It was still hot and humid on Friday so we began the day with the Nada Art Fair at the Deauville, a sprawling, shabby-chic hotel that hosted the fair in the lobby and two ballrooms. The Richelieu room featured galleries with solo exhibitions, which were far better than what was on view in the group show hangings in the Napoleon room. Highlights included Brendan Fowler’s canceled concert posters in fractured frames at Rental; Patrick Jackson’s stacked sculptures of kitsch objects at Francois Ghebally Gallery; and Scott Hug’s pie chart pieces at John Connelly Presents. We ran into Kavi Gupta in the lobby and he invited us to an impromptu celebration at the hotel’s Tiki Bar so we stopped looking at art long enough to enjoy a mojito by the pool.
Moving on, we hit the Bruce Weber party at the Standard. A large crowd was gathered on the boardwalk by the bay, where the photographer was signing copies of his new book. We shared thoughts on art and parties with writers Anthony Haden-Guest and Glenn O’Brien while snapping pictures of Patti Smith and Weber and his co-host, the Standard owner Andre Balazs. After an hour of champagne, hors d’oeuvres, and conversation, we headed over to the Wolfsonian for the opening of A Celebration of New Voices, curated by Todd Oldham. We spoke with Todd in the lobby and then proceeded to the fifth floor, where Megan Whitmarsh had sewn objects of everyday use, such as a Kleenex box or stick of gum, cleverly installed in the display cases with the museum’s industrial design collection.
After a stop on the second floor to see a new Rolls Royce installed in a gallery not much larger than the car (we’re still not sure how they got it on the elevator), we went back to the lobby for a performance by YouTube sensation Leslie Hall and her two back-up singers. The campy act was over-the-top hilarious and highly entertaining. Having our fill of art, food, drink, talk, and entertainment for the night, we headed home.
We got an earlier start on Saturday. The Sagamore brunch has been one of the best ABMB networking events since the first fair in 2002. Although this year’s brunch was crowded and the art hanging throughout the hotel notable, fewer players were present. We talked about the Miami art scene with MOCA North Miami director Bonnie Clearwater and discussed alternative exhibition possibilities to the satellite fairs with Ethan Cohen. Since we were walking distance from the convention center, we ventured back into ABMB to catch some things that we missed on opening day, including Jorge Pardo’s Mexican-style open house near the fair’s center.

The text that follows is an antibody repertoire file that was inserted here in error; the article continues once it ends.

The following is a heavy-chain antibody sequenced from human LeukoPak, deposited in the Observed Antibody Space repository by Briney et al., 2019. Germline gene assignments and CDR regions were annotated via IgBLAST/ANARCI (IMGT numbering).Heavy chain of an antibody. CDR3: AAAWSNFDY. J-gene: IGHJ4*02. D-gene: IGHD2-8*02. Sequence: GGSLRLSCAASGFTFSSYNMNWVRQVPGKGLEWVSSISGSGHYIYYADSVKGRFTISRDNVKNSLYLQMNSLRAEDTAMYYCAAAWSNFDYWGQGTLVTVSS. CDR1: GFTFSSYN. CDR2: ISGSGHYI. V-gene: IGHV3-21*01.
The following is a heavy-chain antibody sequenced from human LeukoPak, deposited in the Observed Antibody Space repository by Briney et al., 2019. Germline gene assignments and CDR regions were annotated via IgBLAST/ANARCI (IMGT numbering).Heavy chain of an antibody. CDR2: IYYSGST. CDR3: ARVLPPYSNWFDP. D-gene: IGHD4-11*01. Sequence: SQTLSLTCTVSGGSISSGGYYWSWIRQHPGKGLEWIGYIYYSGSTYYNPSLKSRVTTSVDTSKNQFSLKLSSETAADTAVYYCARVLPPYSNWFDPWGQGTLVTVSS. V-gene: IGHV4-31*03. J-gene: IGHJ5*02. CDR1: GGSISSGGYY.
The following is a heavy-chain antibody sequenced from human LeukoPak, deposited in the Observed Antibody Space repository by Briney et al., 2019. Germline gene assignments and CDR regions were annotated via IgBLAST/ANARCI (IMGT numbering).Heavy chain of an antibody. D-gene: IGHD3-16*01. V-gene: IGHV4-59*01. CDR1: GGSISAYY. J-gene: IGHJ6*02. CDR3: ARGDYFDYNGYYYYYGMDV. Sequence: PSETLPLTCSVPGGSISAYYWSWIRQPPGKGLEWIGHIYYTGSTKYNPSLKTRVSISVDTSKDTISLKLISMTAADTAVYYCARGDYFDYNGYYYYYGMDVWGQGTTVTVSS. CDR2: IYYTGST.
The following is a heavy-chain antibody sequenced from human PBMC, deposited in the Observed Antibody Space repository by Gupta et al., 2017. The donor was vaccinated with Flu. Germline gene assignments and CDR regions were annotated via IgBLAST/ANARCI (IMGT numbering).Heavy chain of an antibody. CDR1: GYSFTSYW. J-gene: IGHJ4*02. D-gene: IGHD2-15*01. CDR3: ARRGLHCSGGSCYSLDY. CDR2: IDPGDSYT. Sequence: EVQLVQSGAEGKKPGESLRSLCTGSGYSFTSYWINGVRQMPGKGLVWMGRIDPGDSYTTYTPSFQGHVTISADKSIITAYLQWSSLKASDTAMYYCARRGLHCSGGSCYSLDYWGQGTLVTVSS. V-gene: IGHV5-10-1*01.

After a lunch in the Design District, we took another walk through Design Miami and then walked a few blocks south to Art Miami, which was packed with visitors. We ran into Art Miami press rep Dan Schwartz in the VIP Lounge and he introduced us to fair director Nick Kornloff, who seemed pleased with the fair’s success. Cruising the aisles, we were caught by Don Porcella’s surreal pipe-cleaner figure and James Croak’s dirt-formed Man with a Shovel at Stux Gallery and Bernard Roig’s Burning Man sculpture (with flames rising from his chest) and Kate Clark’s enchanting, life-like sculptures of deer with human faces at Claire Oliver Gallery.
Desiring something edgier, we drove over to It Ain’t Fair, where we met co-organizer Al Moran and got a tour of the show from Al and his brother Mills. David Benjamin Sherry had a commanding display of photographs that filled one whole room, while Julia Chiang constructed an installation of salutations, such as “Love Always” and “Sincerely Yours,” from candy ring pops that dripped down the walls. In the backspace, filmmaker David Lynch exhibited a series of dark, moody photographs that were accompanied by Danger Mouse songs, which were triggered to play by a sensor.
Next stop was the Key Biscayne home of French collectors Charles and Marianne Pilotaz, who were showing Asian contemporary art from their friend Anthony Japour’s gallery. Marianne is an interior designer and had revamped their house to look like a modern residence straight out of Jacques Tati’s film Mon Oncle. We ran into mother-and-daughter art dealers Lillian and Rebecca Heidenberg, who rode with us to the Wynwood Art District for gallery openings.